Why is paying off creditors before bankruptcy generally not a good idea?
It is generally not wise to repay debts just before filing bankruptcy.
Those considering bankruptcy often owe debts to many creditors. As a result, many are tempted to attempt to pay off one or more particular creditors before they file bankruptcy. This is especially common when the creditor is a family member. If you are in this situation, you may think that you are doing the creditor a favor. However, in reality, this type of transfer may be considered a preferential transfer and voided later.
What are preferential transfers?
Whether you choose to file for Chapter 7 or Chapter 13, the bankruptcy trustee will examine the transactions that you made before your filing date. The purpose of this is to assure that all creditors are treated equally and to prevent filers from defrauding their creditors.
Preferential transfers are one way that some filers, for a multitude of reasons, attempt to favor one creditor over another. Under the bankruptcy code, this type of transfer is defined as:
- A payment made on account of a debt owed
- Made within 90 days before filing bankruptcy
- Made while the bankruptcy filer was insolvent (the court will assume that you were insolvent within 90 days before filing bankruptcy)
- Allowing the creditor to receive more than it would have received in Chapter 7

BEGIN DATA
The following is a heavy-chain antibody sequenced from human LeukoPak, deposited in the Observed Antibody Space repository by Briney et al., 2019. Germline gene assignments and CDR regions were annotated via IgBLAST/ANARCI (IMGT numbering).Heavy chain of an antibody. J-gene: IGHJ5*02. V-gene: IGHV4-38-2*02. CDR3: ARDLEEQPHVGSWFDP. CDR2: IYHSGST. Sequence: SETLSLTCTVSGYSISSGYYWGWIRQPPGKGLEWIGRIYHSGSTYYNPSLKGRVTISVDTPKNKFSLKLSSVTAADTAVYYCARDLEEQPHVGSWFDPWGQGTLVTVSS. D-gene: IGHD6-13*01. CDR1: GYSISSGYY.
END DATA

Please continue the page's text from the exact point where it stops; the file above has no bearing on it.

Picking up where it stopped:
Since most creditors receive little or nothing in Chapter 7 bankruptcy, virtually any significant repayment of debt made during the 90-day period can be considered a preferential transfer.
Consequences of preferential transfers
Under the law, a trustee is empowered to avoid all preferential transfers. This means that the trustee can force all creditors receiving such transfers to return the money. Any money recovered becomes part of the bankruptcy estate and is distributed according to law.
Fortunately, the law has carved out several exceptions for certain transfers made before bankruptcy is filed. Under the law, payments made on account of domestic support obligations such as child support or alimony are not considered preferential transfers . Additionally, aggregate payments of less than $600 to creditors are generally exempt from being considered as a preferential transfer. However, if most of your debts are business debts, you may pay up to $6,225 towards a business debt without fear of having the transaction avoided later.